I missed this when it was originally announced just over a week ago, but the OpenDocument format has now been ratified by the ISO committe and is now known as ISO/IEC 26300. This was widely expected, but it’s good news nonetheless. With backing from huge numbers of organisations wanting to break free of proprietary formats in their important business data, this was without doubt the right decision, and the only sane one.
Unless you’ve been under a rock, you know that last week in LA was E3, the glitz-infused, mad gaming extravaganza that it is. I’ve found some time to watch the edited highlights of the event, and I’ve come away feeling even more strongly that the Wii is going to be fantastic fun. I was amused by Sony’s introduction of a motion-sensing controller - nice idea of course, but at this stage in the game just smacks of ‘me too’.
I seem to remember that up until fairly recently, my jaw was firmly attached directly to the lower part of my face. Sitting here staring at the screens of Alliance : The Silent War, I find that I appear to have lost track of it - I am, to all intents and purposes, jawless. They’re beautiful. You’ll understand why the feeling of wonder is especially acute when you realise that underneath that beauty lies an engine I’m rather intimately familiar with - OGRE.
Wow. Demonstrating typical student behaviour in the face of a deadline, in the last hours leading up to the Summer of Code student application deadline our application count almost doubled. In fact, Google had to extend the deadline to this morning (PST) because some students were having problems submitting, I guess because they were all trying to get in at once 😀 We’ve had over 50 applications now, and whilst a small handful are discardable, clearly having been given no thought at all, the vast majority seem to be of a decent quality.
Just a quick note - Dagon 1.2.0 (final) is out now, so Dagon is now officially the stable, maintenance release of OGRE, nudging out Azathoth after a year on the throne. It’s been a hectic day since as well as the release we’ve had the plasterers in to do our lounge & dining rooms, had an AGM for the company, and spent a little time helping my wife’s parent’s sort out a few bits since they’re moving soon.
Ok with a bit of manual copying of the Ogre.framework into /Libraries, I got some of the demos to work in OSX. Not sure if that’s what I’m supposed to do, especially since this doesn’t let you have Developement and Deployment (Debug / Release I assume) builds alongside each other, but it will do for my purposes now. Not all of the demos work, some don’t because of the more limited graphical capabilities of the machine, and for some reason Lighting gives me a zerolink error when I fire it up - that puzzles me since Lighting doesn’t use any libs the others don’t already.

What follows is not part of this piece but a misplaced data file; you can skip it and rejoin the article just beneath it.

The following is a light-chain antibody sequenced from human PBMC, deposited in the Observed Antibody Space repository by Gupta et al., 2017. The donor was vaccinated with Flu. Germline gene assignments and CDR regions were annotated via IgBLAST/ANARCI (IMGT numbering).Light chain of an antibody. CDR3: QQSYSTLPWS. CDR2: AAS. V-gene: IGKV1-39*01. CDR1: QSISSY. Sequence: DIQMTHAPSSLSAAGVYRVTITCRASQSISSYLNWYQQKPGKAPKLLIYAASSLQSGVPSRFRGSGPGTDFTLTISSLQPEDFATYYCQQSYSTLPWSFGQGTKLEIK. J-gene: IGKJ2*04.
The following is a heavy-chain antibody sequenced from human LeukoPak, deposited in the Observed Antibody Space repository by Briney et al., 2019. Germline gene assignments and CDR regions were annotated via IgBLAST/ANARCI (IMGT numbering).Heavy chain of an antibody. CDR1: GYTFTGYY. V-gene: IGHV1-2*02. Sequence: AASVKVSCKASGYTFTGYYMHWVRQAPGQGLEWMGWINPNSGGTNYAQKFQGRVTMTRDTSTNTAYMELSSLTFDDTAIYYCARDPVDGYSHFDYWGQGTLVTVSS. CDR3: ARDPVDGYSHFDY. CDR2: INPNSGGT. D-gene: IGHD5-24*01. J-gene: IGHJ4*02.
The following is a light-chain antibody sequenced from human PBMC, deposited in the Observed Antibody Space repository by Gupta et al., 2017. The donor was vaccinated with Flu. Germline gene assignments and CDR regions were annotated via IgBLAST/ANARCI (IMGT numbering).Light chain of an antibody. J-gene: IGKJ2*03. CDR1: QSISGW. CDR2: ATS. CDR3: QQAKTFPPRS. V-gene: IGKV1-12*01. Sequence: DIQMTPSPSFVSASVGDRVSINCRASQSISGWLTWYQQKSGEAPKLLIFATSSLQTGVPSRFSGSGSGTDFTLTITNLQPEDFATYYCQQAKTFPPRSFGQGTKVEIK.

Well, it started off well but ground to a halt pretty quickly. It’s become clear that the mechanism OSX uses to determine library loading paths is a bit different than other systems I’ve used, and/or there’s something fundamental I don’t understand about frameworks / bundles. I can get Ogre.framework to build just fine, linking all the libraries it needs. But as soon as I try to link anything else to Ogre.
You might be surprised to read that I’m blogging this from a PowerBook G4 (titanium, no less), courtesy of my generous friend and all round nice bloke Damien. He’s let me borrow it for a while since he now has a spiffy new MacBook Pro, so I can try to get the OSX builds for OGRE in order. I have set myself the slightly daunting task of learning how to use XCode and getting at least the projects in order by the time we do the release tomorrow, although if I hit any major issues I will have to do a further update later on.
I’ve been a user of Norton AntiVirus (note: not the lumbering behemoth that is Internet Security) for a few years now; I was aware that it wasn’t getting as good reviews as it used to get around the time I originally bought it, but I rolled on with the updates & resubscriptions anyway because the differences really weren’t significant enough to outweigh the inertia (and my natural sloth). Besides I thought, the favorite tends to switch around every year or two anyway for fairly subtle reasons.
Well, that didn’t take long - UPS (or rather their rather slower and much lazier local agents) delivered me a fresh copy of 3ds Max 8 today from those nice people at Autodesk. I was gratified to find no dongle in the box (I really don’t need another one of those in the back of the machine), just an online activation process which was remarkably quick and simple. Everything went smoothly on install, except for the fact that I had to choose and run each of the six or seven component install processes manually since the DVD launcher kept crashing.